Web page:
- Aliens who confiscate or traffic in property of U.S. nationals - The Cuban Liberty and Democratic Solidarity Act of 1996 (the Cuban Liberty Act) is a broad effort to put pressure on the Communist government of Cuba. This law makes aliens who have confiscated property of United States nationals or who traffic in such property inadmissible. The term “confiscate” applies only to actions of the Cuban government. Aliens are inadmissible if they confiscate property of a U.S. national either directly or through an agent or corporation.
- Aliens deemed inadmissible for other reasons - The President of the United States has the power to suspend the admission of any class of alien for any period he deems necessary, or to impose on the admission of aliens any restrictions he deems appropriate. Historically, the President has suspended the admission into the United States, whether as immigrants or nonimmigrants, of aliens who formulate or implement policies against the promotion of democracy in their country of origin, and of those who benefit from such policies.
- Nonimmigrant visa overstayers - While not technically creating a ground of inadmissibility, INA ? 222(g), 8 U.S.C. ? 1201, provides that any nonimmigrant visa is void as soon as the alien overstays his or her period of authorized stay. Such an alien is ineligible for readmission except on the basis of a visa issued in a consular office located in the alien’s country of nationality, unless “extraordinary circumstances” exist. These circumstances include such situations as foreign doctors who are working in underserved areas of the United States and who apply for visas, and nonimmigrants whose current foreign residence is in a country other than the country of their nationality.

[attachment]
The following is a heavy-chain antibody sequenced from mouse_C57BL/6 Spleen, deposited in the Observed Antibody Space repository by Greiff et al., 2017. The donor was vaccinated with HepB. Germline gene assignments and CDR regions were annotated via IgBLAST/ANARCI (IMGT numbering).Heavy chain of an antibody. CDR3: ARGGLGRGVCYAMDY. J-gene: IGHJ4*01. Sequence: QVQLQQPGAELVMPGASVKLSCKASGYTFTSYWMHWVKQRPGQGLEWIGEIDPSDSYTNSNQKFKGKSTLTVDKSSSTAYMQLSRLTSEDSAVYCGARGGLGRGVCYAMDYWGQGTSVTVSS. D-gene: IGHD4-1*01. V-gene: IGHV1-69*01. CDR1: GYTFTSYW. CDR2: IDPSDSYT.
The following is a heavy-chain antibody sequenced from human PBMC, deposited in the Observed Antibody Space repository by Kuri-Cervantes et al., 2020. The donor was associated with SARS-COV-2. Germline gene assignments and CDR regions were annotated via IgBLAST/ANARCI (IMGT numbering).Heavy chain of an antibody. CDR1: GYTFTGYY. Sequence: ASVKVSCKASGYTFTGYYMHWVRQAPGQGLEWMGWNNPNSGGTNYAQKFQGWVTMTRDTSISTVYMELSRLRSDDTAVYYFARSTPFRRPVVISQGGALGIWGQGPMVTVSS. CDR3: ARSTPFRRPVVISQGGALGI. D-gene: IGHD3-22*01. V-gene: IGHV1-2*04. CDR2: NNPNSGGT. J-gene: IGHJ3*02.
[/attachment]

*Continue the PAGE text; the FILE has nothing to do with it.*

Miscellaneous Grounds of Deportability
An alien who has been legally admitted to the United States is subject to removal on grounds of deportability. The following are miscellaneous grounds of deportation:
- Lost conditional residence - Sometimes aliens are granted conditional residence. Conditional permanent residence happens in two circumstances: when someone is immigrating on the basis of a marriage that’s not yet two years old, and when an immigrant investor is first granted permission to come to the country. Under INA ? 237(a)(1)(D), 8 U.S.C. ? 1227(a)(1)(D), an alien who has his or her conditional resident status terminated is deportable, unless he or she can qualify for a hardship waiver under INA ? 216(c)(4), 8 U.S.C. ? 1186a(c)(4); the qualifying marriage was entered into in good faith, but was terminated, and the alien was not at fault for failing to meet the requirements to remove the condition; or the marriage was entered into in good faith, but the alien spouse or a child was the subject of extreme cruelty or battering by the U.S. citizen or permanent resident spouse or parent.
- Violations of conditions of temporary entry - A nonimmigrant who violates the conditions under which he or she was allowed to enter by staying beyond the allotted period of travel, by working without authorization, or in any other manner, is subject to removal from the United States. This is the case even when the time originally allotted for the stay has not yet expired.
- Public charge grounds - A non-citizen is deportable if he or she becomes a public charge within five years after the date of entry from causes not affirmatively shown to have arisen since entry.